The controversy surrounding this revelation was possibly the greatest exposure the game has ever gotten, right next to the “Tracer’s booty” incident (Tracer seems to have a track record online). Many are obviously (although reasonably) divided over Blizzard’s decision. Despite what my introduction may have implied, I’m going to try and avoid shoehorning in politics and/or religion into this discussion. I’d like to discuss this storytelling element or, rather, its announcement and reception, simply as that.

There’s no denying that LGBT culture is emerging in the current day, so it really came to no surprise to me a few months ago when Blizzard revealed a LGBT character already present in the cast of Overwatch. However, my first response could be described as, “Meh. I knew they’d do that.” This response, I feel, is the greatest mistake Blizzard has made regarding Tracer’s story. With this announcement alone, excluding the actual reveal, the team made LGBT representation nothing more than part of some quota. With a premature announcement such as this, it feels as if Blizzard was simply trying to keep a demographic pleased, rather than incorporate a unique storytelling element.

On the other hand, with the reveal, Blizzard did make quite the step by making Tracer, their flagship member, a representative of the LGBT community. Tracer’s sexuality in the comic doesn’t come off as pandering to the community, and it isn’t shoved into audience’s face in-game or even have any impact on gameplay. Her sexuality doesn’t define her; it’s another dimension to her character, whether we politically agree with it or spiritually accept it.

As a Christian gamer, I often consider how my faith and hobbies are supposed to be integrated. Overwatch brings an interesting and difficult question of what and how much of the world we allow to influence us, as does much modern media and secular thinking. Rather than solely looking for bullet-points of disagreement that we may more easily write off another’s thoughts or works, however, we must look for writings and creations that show integrity, those that do not rely on some demographic or gimmick to engage its audience. I feel that despite the marketing shortcoming, Overwatch’s integrity remains intact, but that is, of course, open to discussion.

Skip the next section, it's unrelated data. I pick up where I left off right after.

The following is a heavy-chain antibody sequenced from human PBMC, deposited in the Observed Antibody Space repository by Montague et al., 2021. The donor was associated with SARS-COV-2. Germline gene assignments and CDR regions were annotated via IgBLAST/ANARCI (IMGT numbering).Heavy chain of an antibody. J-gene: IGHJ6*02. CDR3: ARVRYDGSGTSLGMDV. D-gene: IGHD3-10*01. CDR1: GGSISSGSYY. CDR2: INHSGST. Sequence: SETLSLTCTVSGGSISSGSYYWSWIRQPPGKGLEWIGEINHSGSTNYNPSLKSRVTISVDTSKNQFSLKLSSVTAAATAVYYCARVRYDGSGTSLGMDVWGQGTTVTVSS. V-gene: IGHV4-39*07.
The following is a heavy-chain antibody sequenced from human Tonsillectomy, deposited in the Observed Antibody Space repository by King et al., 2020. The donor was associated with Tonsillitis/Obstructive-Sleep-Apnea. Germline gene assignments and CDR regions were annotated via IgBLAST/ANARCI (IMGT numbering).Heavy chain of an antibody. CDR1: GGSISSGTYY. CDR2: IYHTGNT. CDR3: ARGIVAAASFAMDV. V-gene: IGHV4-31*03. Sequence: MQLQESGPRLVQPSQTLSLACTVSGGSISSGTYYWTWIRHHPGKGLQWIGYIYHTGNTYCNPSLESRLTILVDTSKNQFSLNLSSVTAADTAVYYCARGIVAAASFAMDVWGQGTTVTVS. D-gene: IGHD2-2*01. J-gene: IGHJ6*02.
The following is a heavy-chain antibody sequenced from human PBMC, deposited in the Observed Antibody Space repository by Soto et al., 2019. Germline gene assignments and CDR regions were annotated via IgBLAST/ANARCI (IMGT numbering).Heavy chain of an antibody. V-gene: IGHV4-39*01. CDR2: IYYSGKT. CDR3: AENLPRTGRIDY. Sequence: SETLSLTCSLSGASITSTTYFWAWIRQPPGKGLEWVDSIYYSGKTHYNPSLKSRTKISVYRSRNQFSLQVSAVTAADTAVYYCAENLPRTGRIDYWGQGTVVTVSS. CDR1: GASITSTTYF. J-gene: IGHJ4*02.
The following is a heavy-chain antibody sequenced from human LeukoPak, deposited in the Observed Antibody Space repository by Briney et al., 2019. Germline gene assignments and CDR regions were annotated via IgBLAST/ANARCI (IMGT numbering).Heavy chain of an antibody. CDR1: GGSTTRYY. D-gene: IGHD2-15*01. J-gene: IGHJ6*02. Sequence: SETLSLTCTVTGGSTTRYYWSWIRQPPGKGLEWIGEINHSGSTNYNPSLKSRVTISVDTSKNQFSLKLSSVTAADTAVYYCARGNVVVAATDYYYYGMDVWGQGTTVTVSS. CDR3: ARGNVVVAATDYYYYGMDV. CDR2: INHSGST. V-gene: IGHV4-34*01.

Thanks for reading this spiel of mine, all. This has been a ginger-ale-fueled Jack the HatGuy, writing to you from 1 A.M. See you, Space Cowboys.


The Lunar Chronicles

Welcome to the blog of L.E.G.I.O.N!  I guess I’ll introduce myself. My name is Kylie Gregory, and I’m fifteen-years-old. My hobbies include reading, writing, collecting rocks (but like, cool ones. And despite what my sisters say, there is such a thing.) and rearranging my books shelves. Let’s see, I’m homeschooled.  I know more than anyone wants to hear about sci-fi books and movies. Fantasy too, but mostly sci-fi. Like I said before and as you can probably tell since you’re reading it now, I love to write and hope to be a sci-fi author myself one day.


I was thinking I’d talk about one of my favorite book series today. You may have heard of it, it’s called The Lunar Chronicles by Marissa Meyer. It’s a cyberpunk, dystopia, sci-fi with fairytale elements. Basically, it’s super awesome.

The premise is that Cinder, a mechanic with a hard past lives in the bustling city of New Beijing far in the future. Around her, the world is struggling against a dreaded plague and the devious Queen Levana of Luna, the former moon colony. I can’t say too much more without giving a bunch of spoilers. But there’s Prince Kai of the Eastern Commonwealth, a sassy android named Iko, and all of your favorite Cinderella elements. What’s excellent about this story is that while it does have elements of Cinderella, it doesn’t swallow the story. While there are so many other things going on, it doesn’t become confusing.


I warn you though, if you decide to read this book be sure to have book two, Scarlet, on hand. You will be thankful. After Cinder comes the awesome installments of Scarlet, Cress, and Winter. Cinder was great, earning a place as one of my favorite books, yet somehow the next books kept getting better and better. When you’re done with those, don’t miss Stars Above, a collection of short stories and a final epilogue for the story.

(Also, a graphic novel is coming out in a couple of weeks called Wires and Nerve.)


To further convince you, I’ll just throw out that there are space pirates, spaceships, all sorts of cool tech, amazing writing and characters, political intrigue, and the list goes on. So if you’re into sci-fi, dystopia, or fairytale retellings, you should definitely give this series a try.

Until next time!